When Self-Storage Tenants Overstay: The Ongoing Problem of Loitering and Habitation

Self-storage is meant for storing stuff, not people; yet some renters will spend hours hanging out at the facility or even try to live in the space. This unsafe behavior can lead to liability for your business, so you must shut it down. Here’s what to do.

5 Min Read

The intent of self-storage is for customers to rent space for the storage of personal or business property on a month-to-month basis. A rented unit is not meant to be used in any way for residential purposes. These structures are built to store property, not people.

However, as the issue of homelessness grows, many facility operators are finding tenants using their rented space as a temporary residence, which is a violation of the written terms of the rental agreement and state law. Similarly, they’re contending with renters who believe paying their monthly bill entitles them to remain on the premises for as long as they wish, thereby creating a loitering problem.

Again, self-storage is intended for storing property. There shouldn’t be a need for customers to be at the facility for indefinite periods of time, and there’s certainly no basis for a tenant to reside inside their unit. In fact, this can be dangerous, as self-storage facilities aren’t built for such use. For example, there have been instances of fires caused by people living in units.

Ultimately, if you a tenant is sleeping in one of your units and do nothing about it, you could be held liable for any injuries to persons or property resulting from this conduct. As such, it’s important to prohibit this behavior in the rental agreement and strictly enforce those terms with noncompliant tenants. Standard language might address these two issues as:

  • There shall be NO HABITABLE OCCUPANCY of the space by humans or pets of any kind for any period whatsoever, and violation of these prohibitions shall be grounds for immediate termination of this agreement.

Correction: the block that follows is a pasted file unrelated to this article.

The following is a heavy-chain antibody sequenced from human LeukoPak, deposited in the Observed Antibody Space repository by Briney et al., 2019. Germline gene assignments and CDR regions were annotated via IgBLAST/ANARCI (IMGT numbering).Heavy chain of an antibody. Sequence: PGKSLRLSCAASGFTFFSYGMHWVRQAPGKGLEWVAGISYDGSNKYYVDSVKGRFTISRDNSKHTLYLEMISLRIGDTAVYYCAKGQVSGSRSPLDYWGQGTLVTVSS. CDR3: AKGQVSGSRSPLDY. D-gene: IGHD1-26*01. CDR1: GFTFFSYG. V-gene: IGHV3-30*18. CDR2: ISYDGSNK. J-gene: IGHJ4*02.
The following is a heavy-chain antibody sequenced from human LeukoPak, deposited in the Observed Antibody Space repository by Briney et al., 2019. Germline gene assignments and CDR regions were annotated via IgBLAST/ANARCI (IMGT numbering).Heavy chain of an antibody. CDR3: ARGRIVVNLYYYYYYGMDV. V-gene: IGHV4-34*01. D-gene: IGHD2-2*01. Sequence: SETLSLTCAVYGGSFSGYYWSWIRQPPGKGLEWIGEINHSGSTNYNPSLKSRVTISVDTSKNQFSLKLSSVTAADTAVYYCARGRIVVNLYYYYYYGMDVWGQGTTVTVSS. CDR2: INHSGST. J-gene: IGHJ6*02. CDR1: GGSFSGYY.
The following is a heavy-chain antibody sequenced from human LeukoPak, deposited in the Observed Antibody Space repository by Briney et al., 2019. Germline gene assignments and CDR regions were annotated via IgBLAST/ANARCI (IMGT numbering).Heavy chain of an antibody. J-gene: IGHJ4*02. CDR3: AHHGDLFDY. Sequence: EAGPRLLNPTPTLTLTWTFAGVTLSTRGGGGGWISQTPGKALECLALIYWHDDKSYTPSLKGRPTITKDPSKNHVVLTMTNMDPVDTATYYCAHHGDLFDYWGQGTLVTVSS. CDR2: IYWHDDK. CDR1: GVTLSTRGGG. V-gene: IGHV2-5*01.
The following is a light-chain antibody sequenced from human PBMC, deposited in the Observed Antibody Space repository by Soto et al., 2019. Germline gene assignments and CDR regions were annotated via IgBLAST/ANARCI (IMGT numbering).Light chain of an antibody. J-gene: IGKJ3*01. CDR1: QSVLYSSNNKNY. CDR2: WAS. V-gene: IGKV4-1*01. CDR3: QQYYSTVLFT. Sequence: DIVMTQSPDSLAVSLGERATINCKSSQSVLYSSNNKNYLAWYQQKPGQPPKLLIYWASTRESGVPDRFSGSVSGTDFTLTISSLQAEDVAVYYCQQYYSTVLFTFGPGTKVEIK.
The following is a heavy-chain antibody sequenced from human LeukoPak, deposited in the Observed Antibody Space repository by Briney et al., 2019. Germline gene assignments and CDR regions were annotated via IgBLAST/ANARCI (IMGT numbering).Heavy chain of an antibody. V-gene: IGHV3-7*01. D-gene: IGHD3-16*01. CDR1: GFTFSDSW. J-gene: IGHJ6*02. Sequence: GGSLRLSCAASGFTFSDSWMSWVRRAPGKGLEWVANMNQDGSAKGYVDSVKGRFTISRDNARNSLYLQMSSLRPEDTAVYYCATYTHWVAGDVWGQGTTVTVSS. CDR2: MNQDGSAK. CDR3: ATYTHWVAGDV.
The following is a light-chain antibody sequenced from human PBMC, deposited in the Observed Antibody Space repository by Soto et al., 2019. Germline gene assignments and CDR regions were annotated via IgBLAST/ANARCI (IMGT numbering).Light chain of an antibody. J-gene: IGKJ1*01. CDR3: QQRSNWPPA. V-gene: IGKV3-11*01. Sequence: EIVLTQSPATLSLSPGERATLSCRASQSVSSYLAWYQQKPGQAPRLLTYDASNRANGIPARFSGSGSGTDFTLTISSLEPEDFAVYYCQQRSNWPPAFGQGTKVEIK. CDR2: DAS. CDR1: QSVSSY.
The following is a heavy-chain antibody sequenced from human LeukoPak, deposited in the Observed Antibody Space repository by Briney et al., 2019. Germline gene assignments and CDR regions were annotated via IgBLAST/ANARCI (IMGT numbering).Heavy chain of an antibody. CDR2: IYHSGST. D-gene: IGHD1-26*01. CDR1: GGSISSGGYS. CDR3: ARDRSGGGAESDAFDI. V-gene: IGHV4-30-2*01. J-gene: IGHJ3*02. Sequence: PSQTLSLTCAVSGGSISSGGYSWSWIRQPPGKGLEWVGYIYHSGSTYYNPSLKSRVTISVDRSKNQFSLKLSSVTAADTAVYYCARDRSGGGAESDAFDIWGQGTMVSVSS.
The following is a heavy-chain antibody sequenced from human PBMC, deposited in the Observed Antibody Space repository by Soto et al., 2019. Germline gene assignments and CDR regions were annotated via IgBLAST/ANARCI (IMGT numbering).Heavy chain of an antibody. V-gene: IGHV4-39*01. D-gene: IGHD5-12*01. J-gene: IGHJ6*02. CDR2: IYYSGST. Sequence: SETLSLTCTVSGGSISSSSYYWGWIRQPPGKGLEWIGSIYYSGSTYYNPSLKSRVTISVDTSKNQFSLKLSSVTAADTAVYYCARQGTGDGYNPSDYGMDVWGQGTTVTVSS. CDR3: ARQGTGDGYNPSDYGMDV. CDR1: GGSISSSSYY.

• Occupant shall not loiter at the facility, spend excessive or unnecessary time in or around the space, or interfere with the use of the facility by other occupants. Any access to the facility outside of access hours is considered trespassing.

Take Action

So, what should you do if you encounter tenants who overstay their welcome or are discovered sleeping in their spaces? The first action is to notify the customer of their violation of the terms of the rental agreement. This can be done verbally but should also be accompanied by a written warning. If they violate a second time, you reserve the right to refuse renewal of the tenant’s lease for an additional month.

If you elect not to renew the lease, a written notice must be sent to the customer’s last known address by mail and email (certain states still require Certified Mail) and should be posted on the tenant’s unit door. The customer should be provided advance notice of this nonrenewal—effectively a lease termination—and a clear deadline to vacate the space in accordance with the notice period provided for in the lease, often up to 30 days.

If the tenant doesn’t vacate at the end of their current lease term after a notice of non-renewal and vacate, they become a tenant in holdover. This will require you to file an eviction action in your local court. You can’t use the lien foreclosure process, as it’s reserved for nonpayment of rent. At this stage, it’s critical to not accept rent from the customer for the next monthly term or the nonrenewal notice may be deemed null and void.